Richmond Times-Dispatch Editorial: “The Public Ought to Know that Allen Voted to Raise the Debt Ceiling”. In May 2011, a Richmond Times-Dispatch editorial criticized Allen, Kaine and Radtke for negative campaigning and said that ‘the public ought to know that Allen voted to raise the debt ceiling.’ According to The Richmond Times-Dispatch, “The other day George Allen, who lost his Senate seat to the now-retiring Jim Webb and who wants it back, made some remarks about the need to link an increase in the debt ceiling to meaningful spending cuts. Former Gov. Tim Kaine, the likely Democratic nominee for the seat, issued a press release blasting Allen for voting to raise the debt ceiling back when he was in the Senate. “Perhaps the guy who helped create the problem is not the best person to give advice on how to fix it,” said Kaine’s spokesman. Naturally the Allen camp fired back. Rather than explain Allen’s positions then and now, it tore into Kaine for “defend[ing] the status quo of out-of-control spending and record deficits,” which wasn’t entirely accurate. Tea-party activist Jamie Radke blasted both sides. Pollyannas and naifs sometimes say politicians never should utter an unkind word. In fact, negative campaign ads usually convey more information than positive ads, which tend to feature the candidate striding manfully across a meadow with his adoring family in tow while a superimposed flag waves in the background. The public ought to know that Allen voted to raise the debt ceiling, and that Kaine supported tax hikes. Still. Voters will not pick a replacement for Webb for another 18 months. Let’s hope the candidates offer more elevated discussion of the issues once in a while. The shin-kicking stuff is going to get awfully old.” [Richmond Times Dispatch, 5/23/11]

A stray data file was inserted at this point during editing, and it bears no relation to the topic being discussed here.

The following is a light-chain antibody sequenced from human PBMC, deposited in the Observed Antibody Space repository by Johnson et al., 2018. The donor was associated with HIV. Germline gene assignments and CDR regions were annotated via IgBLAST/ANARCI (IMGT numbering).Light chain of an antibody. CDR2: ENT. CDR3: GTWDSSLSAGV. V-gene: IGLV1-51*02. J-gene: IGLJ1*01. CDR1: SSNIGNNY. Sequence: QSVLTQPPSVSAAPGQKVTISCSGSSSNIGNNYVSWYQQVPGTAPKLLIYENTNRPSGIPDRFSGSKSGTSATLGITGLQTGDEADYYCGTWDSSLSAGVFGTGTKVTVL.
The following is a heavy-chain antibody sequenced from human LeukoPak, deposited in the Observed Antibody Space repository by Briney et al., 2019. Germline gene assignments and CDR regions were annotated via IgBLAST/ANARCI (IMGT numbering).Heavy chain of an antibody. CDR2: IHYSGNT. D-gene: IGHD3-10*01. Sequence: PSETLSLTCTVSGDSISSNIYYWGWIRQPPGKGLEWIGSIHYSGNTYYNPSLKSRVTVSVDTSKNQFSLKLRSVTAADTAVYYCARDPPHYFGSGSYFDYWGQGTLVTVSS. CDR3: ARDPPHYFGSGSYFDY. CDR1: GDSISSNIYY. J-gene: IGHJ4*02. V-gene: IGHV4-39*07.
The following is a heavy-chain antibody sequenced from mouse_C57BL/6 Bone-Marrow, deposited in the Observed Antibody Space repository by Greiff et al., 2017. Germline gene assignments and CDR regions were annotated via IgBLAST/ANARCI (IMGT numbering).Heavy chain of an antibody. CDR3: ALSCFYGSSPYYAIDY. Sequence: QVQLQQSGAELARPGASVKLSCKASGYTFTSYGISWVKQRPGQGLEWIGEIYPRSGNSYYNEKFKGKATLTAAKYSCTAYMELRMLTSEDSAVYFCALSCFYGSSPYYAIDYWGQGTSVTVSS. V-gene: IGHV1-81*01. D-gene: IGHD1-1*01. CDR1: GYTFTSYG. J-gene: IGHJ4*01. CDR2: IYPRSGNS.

Proud of Every Single Earmark